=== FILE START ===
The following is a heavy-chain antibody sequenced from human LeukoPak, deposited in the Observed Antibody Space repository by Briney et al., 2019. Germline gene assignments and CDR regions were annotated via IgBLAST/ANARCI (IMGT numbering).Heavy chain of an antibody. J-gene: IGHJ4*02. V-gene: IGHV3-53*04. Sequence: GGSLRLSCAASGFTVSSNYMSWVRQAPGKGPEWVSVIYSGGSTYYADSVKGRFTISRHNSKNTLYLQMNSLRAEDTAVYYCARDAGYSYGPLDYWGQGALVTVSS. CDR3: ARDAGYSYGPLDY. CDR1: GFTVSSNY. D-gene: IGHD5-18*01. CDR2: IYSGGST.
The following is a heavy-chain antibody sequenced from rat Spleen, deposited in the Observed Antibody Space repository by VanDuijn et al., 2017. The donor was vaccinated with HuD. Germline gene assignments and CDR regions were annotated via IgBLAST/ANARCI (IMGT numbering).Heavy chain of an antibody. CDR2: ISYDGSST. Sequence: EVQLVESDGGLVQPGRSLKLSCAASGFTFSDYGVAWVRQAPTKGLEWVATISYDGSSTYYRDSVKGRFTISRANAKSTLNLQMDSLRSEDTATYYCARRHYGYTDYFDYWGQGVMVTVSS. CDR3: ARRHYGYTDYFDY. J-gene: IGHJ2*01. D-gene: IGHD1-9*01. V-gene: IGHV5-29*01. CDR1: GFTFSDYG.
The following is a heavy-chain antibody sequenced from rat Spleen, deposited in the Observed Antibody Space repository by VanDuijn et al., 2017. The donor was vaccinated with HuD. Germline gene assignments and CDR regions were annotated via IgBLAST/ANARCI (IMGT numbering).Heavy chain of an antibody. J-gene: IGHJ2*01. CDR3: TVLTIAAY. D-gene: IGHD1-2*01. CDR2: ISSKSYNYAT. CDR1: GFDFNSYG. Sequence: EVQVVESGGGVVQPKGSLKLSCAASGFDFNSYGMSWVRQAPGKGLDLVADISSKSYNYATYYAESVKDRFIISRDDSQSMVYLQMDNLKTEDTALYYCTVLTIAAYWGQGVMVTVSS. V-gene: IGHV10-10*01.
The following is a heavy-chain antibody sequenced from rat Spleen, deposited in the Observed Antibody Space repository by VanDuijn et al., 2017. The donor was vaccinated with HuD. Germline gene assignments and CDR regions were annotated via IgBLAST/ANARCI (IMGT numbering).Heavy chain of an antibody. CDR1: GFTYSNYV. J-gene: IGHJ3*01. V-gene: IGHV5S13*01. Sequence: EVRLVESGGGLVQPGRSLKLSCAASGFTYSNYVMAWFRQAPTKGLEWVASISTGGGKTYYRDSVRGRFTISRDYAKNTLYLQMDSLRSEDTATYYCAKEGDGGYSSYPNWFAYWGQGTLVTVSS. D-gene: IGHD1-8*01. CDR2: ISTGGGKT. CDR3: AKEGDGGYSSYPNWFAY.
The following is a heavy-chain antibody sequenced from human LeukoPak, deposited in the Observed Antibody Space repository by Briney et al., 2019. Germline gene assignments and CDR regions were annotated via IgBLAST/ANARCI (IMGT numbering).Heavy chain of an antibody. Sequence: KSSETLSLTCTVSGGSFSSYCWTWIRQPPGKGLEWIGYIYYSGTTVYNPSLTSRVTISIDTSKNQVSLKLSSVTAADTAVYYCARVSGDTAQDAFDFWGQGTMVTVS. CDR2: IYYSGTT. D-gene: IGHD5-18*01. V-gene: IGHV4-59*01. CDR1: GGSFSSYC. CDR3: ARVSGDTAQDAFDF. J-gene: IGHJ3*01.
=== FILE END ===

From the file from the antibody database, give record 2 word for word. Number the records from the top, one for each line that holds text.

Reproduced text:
The following is a heavy-chain antibody sequenced from rat Spleen, deposited in the Observed Antibody Space repository by VanDuijn et al., 2017. The donor was vaccinated with HuD. Germline gene assignments and CDR regions were annotated via IgBLAST/ANARCI (IMGT numbering).Heavy chain of an antibody. CDR2: ISYDGSST. Sequence: EVQLVESDGGLVQPGRSLKLSCAASGFTFSDYGVAWVRQAPTKGLEWVATISYDGSSTYYRDSVKGRFTISRANAKSTLNLQMDSLRSEDTATYYCARRHYGYTDYFDYWGQGVMVTVSS. CDR3: ARRHYGYTDYFDY. J-gene: IGHJ2*01. D-gene: IGHD1-9*01. V-gene: IGHV5-29*01. CDR1: GFTFSDYG.